What the EAT found
On appeal, the EAT again dismissed the claims. The EAT held that the protected disclosure and the criticisms of her colleague could be distinguished. It was ruled that the conduct towards Ms Harding was the principal reason underlying the decision to dismiss.
What the Court of Appeal found
The case was once again dismissed by the CoA. They couldn’t rule out that the decision to dismiss was impacted by the disclosure. However, this didn’t automatically mean that the dismissal was due to the disclosure.
Again, it was pointed out that there was a distinction to be drawn between the disclosure itself, and the offensive and / or abusive manner in which it was made. In these situations, it is for the court to decide what the real reason for the dismissal was – the protected disclosure, or the conduct.
There was some concern that this decision could be seen as watering down legal protections for whistleblowers. So, Lord Justice Underhill addressed this in the judgement:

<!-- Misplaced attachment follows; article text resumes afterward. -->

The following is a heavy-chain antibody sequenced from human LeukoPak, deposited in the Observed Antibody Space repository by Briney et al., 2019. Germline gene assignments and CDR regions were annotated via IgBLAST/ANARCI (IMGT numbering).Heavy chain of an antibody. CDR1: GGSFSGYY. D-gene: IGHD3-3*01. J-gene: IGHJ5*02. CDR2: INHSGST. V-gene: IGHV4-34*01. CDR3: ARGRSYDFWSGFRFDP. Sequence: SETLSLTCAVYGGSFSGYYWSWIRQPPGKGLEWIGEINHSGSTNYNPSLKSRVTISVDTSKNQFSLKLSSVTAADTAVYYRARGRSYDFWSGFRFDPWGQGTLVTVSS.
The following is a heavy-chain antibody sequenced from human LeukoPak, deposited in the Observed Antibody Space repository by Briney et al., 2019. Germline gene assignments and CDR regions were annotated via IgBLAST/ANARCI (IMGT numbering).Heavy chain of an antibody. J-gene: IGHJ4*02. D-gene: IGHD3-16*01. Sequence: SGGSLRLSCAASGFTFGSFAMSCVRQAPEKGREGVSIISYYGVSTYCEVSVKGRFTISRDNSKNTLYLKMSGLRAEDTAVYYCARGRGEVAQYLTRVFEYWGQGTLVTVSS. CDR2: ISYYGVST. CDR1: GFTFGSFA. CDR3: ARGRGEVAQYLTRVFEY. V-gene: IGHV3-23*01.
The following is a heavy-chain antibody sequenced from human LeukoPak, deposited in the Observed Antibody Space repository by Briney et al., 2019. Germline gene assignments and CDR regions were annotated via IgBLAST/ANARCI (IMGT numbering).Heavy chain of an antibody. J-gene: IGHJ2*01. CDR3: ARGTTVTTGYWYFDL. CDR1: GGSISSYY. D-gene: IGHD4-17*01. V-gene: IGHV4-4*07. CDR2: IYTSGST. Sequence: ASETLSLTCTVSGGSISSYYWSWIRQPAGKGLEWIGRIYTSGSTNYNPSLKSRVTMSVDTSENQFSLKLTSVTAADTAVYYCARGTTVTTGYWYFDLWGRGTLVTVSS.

“I do not see our decision as turning on any question of principle or as opening any general breach in whistleblower protection. The employment tribunal reached the conclusion that the principal reason why the claimant was dismissed was what the decision-makers perceived as the seriously inappropriate way in which she had challenged Ms Harding’s competence/integrity (which reinforced concerns that that they already had about a lack of emotional intelligence in dealing with colleagues) and was not the fact that she had made protected disclosures.”
Note for employers
The reaction to the CoA decision has been strong. Protect, a charity acting for whistleblowers, were quick to voice their disappointment over it. They noted that it effectively undermines the protection the law offers to whistleblowers. On the other hand, this outcome strikes a sensible balance between employee protection and appropriate disciplinary sanctions for poor conduct.